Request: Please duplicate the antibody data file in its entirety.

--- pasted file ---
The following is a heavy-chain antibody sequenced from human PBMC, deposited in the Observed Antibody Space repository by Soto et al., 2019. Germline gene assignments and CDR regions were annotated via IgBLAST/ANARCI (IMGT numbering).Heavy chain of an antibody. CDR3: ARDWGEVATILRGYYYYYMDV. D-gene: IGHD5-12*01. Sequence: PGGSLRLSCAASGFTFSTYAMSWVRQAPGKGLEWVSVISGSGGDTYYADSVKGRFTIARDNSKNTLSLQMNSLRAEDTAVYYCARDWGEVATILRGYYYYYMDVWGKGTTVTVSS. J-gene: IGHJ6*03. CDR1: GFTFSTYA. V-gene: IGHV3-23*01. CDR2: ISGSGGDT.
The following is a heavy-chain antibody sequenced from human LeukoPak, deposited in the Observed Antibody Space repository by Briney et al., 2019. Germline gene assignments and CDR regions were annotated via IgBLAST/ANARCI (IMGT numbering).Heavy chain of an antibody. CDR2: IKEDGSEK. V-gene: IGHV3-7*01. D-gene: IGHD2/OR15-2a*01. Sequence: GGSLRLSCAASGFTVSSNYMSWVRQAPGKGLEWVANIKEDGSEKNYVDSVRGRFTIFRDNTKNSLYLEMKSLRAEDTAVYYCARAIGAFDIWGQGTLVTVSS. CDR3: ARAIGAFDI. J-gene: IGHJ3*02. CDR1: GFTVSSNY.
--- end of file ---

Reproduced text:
The following is a heavy-chain antibody sequenced from human PBMC, deposited in the Observed Antibody Space repository by Soto et al., 2019. Germline gene assignments and CDR regions were annotated via IgBLAST/ANARCI (IMGT numbering).Heavy chain of an antibody. CDR3: ARDWGEVATILRGYYYYYMDV. D-gene: IGHD5-12*01. Sequence: PGGSLRLSCAASGFTFSTYAMSWVRQAPGKGLEWVSVISGSGGDTYYADSVKGRFTIARDNSKNTLSLQMNSLRAEDTAVYYCARDWGEVATILRGYYYYYMDVWGKGTTVTVSS. J-gene: IGHJ6*03. CDR1: GFTFSTYA. V-gene: IGHV3-23*01. CDR2: ISGSGGDT.
The following is a heavy-chain antibody sequenced from human LeukoPak, deposited in the Observed Antibody Space repository by Briney et al., 2019. Germline gene assignments and CDR regions were annotated via IgBLAST/ANARCI (IMGT numbering).Heavy chain of an antibody. CDR2: IKEDGSEK. V-gene: IGHV3-7*01. D-gene: IGHD2/OR15-2a*01. Sequence: GGSLRLSCAASGFTVSSNYMSWVRQAPGKGLEWVANIKEDGSEKNYVDSVRGRFTIFRDNTKNSLYLEMKSLRAEDTAVYYCARAIGAFDIWGQGTLVTVSS. CDR3: ARAIGAFDI. J-gene: IGHJ3*02. CDR1: GFTVSSNY.